More singles, for more labels, followed. Covay recorded one single for Scepter Records, and a bunch more for Cameo Parkway. Of all of these singles, only a novelty record called “The Popeye Waddle” saw any action at all. While his recording career continued to stall however, Covay had a string of songwriting hits penning “You Can Run (But You Can’t Hide)” for Jerry Butler, “Letter Full of Tears” for Gladys Knight & the Pips, and “Mr. Twister” for Connie Francis.
The next stop on Covay’s record label journey was a little company called Rosemart Records. It was an intensely creative period for Covay. His very first single for the label in 1964 was called “Mercy, Mercy,” and it featured a still unknown guitar player by the name of Jimi Hendrix. It was a Top 40 record for Covay, and got even bigger when the Rolling Stones recorded it the following year for their Out of Our Heads album. Mick Jagger’s vocal take on the song made it clear that Covay’s style had a lot of influence on him.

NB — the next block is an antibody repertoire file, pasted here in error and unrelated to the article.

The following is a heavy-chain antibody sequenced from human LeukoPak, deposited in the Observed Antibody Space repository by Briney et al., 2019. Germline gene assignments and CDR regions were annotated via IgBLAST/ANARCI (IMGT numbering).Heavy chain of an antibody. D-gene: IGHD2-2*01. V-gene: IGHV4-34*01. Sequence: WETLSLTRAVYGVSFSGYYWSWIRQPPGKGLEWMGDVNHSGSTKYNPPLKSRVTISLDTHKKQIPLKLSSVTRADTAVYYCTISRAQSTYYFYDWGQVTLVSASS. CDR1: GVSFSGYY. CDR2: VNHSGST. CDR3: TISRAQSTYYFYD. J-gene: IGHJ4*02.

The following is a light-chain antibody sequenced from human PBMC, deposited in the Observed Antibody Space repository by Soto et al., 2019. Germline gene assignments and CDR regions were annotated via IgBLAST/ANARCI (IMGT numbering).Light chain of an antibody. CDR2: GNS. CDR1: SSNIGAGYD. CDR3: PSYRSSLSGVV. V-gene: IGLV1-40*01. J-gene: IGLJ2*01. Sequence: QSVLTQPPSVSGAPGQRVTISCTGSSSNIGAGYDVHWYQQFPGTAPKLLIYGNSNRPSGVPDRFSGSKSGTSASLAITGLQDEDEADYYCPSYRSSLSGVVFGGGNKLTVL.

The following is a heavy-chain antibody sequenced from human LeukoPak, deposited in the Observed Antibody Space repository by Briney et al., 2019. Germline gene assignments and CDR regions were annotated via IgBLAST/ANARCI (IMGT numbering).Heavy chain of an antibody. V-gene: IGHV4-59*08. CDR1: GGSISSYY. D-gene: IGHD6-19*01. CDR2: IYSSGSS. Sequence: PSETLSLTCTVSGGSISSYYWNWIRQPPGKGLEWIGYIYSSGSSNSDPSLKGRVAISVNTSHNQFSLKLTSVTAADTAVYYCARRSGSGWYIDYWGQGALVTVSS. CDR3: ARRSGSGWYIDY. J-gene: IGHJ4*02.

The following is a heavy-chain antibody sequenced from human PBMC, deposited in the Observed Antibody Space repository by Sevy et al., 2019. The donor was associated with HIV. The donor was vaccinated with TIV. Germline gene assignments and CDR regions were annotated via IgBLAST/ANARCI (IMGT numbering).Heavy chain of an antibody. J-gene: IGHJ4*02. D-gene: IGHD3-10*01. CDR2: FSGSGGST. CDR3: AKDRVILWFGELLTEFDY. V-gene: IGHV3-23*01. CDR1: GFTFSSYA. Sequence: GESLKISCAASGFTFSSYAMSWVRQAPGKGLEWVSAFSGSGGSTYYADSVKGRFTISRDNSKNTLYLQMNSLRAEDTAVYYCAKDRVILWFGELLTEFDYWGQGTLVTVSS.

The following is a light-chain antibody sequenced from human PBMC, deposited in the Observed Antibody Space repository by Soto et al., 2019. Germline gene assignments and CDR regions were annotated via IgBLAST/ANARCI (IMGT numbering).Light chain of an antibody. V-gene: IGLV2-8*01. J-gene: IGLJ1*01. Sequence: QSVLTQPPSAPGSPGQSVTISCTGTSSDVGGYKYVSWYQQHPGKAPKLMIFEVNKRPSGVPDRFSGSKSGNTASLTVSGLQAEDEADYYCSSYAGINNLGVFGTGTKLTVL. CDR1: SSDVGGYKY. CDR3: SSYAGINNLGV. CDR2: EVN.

The details of Covay’s recording of “Mercy, Mercy” have blurred over time. The accepted wisdom is that he entered A1 Recording Studio in New York City on May 13, 1964, and cut the track with a group that included Hendrix, guitarist Johnny Johnson, and drummer Bernard Purdie. The money for the session was provided by “Magnificent Montague,” a DJ at WWRL. Herb Abramson owned the studio. , Abramson had been a partner at Atlantic Records, and eventually his former company picked up distribution of the Rosemart release. The single reached #35 on the pop chart and stayed on the chart for ten weeks. It was a #1 single on the Cashbox R&B chart.